How To Train Your Dragon 2, for what it’s worth, is solid family fun. It’s the kind of kids’ movie that washes away with stunning visuals and sharp animation, not entirely concerned with its plot or its characters, both of whom get left behind rather rudely. I say it is a kids’ movie because, much more so than the first How To Train Your Dragon, it is simple, easy and clean. It seems built for children ages 10 and down.
This I find disappointing, because I quite enjoyed the first one, what with its carefree blend of Scottish and American accents in a traditional Viking village, and the sheer array of dragons the movie’s design team brought to the table. It was a smorgasbord of sharp teeth and colourful scales. Its story too was simplistic, but it compensated with its engaging characters who, at the ages of 15, appealed most to the younger viewers but resonated more freely with the adults.
In this second film, all the young kids have grown up to look like the Hollywood action stars they were born to be. We still have Hiccup (Jay Baruchel), the plucky hero. His hair, scruffy before, is even scruffier now, which usually means he is handsome. He’s even nurturing the action man stubble across his square jaw. The cute girl Astrid (America Ferrera) in the first film is slender and womanly now; her bangs replaced by flowing blonde streaks. She is engaged to Hiccup, who is next in line to be chief of his village Berk. Of course, he doesn’t want to be chief. He wants to fly across his land on his trusty dragon pet Toothless and discover new places, intricately mapped out and documented in a notebook he keeps in that sacred cartoon place: The invisible pouch under his shirt.
On one of his quests he stumbles upon a posse of dragon trappers, who pay tribute to a madman named Drago (Djimon Hounsou), a sort of Cortés of the Viking world whose one and only goal is the collection and destruction of dragons. It takes a dragon to kill a dragon, he says prophetically. Clearly he hasn’t seen Dragonheart, but then Dragonheart never had a dragon the size of Godzilla’s obese cousin.
Drago is How To Train Your Dragon 2’s Achilles heel. As animated villains go, he is perhaps the flattest. Aside from a brief backstory, we only ever see him in combat, wielding his weapon and yelling inane commands to his alpha dragon, the dragon that controls all other dragons, like the alien mothership from Independence Day. We know nothing of this man, nothing of his dreams and ambitions, his personal goals or even how he spends his spare time. What piece of real estate does he own? Does he live on his assault barge and order takeaway? Where does he sail from if his accent has hints of Jamaican and Beninese? How has he amassed such a formidable army?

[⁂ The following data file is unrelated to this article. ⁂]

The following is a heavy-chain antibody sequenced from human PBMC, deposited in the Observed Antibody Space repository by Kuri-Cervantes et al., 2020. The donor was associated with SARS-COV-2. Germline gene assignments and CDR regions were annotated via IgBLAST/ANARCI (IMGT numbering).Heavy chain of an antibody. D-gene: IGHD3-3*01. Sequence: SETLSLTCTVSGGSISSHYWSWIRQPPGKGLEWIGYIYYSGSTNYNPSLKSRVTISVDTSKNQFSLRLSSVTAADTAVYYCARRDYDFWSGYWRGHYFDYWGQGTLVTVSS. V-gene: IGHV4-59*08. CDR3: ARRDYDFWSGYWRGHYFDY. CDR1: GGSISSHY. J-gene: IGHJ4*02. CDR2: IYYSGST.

The movie never stops to think about such things. It is more interested in matters of the heart. A new good character is introduced here: Hiccup’s mother Valka (Cate Blanchett), who abandoned Berk when Hiccup was a wee lad because she could not kill a dragon. Clearly she hasn’t seen the first How To Train Your Dragon.
There is great joy in the family reunion. Stoick (Gerard Butler), the butch leader of Berk, does a little dance with Valka that rekindles their marriage, despite them not seeing each other for 20 years. Valka, meanwhile, runs the dragon SPCA in a tropical haven that looks like the backlot of the planet Pandora from Avatar. She has a way with the beasts; she can slide off their wings in mid-air and not fear death. Together with her son and his friends, she will try to save all dragons by defeating Drago.
This movie is not the same as its predecessor. It seems dumbed down slightly, as if the first one was too mature for its target audience and the studios wanted to make amends. Rest assured, it wasn’t, and it was still a big bag of fun. This one is too. I enjoyed the action sequences and the swooping dragons. I also enjoyed Valka; she is a complex character, as complex characters go in this sort of movie. But it lacks punch. It lacks a good, proper villain. Someone who will make us fear for our heroes.
And maybe Toothless is beginning to resemble a dog too much. Why is it always necessary for fantastical beasts in kids’ shows to take after animals that live in our homes?
Best Moment | Valka’s entrance.
Worst Moment | Some of Kit Harington’s stunted deliveries as the dragon trapper Eret.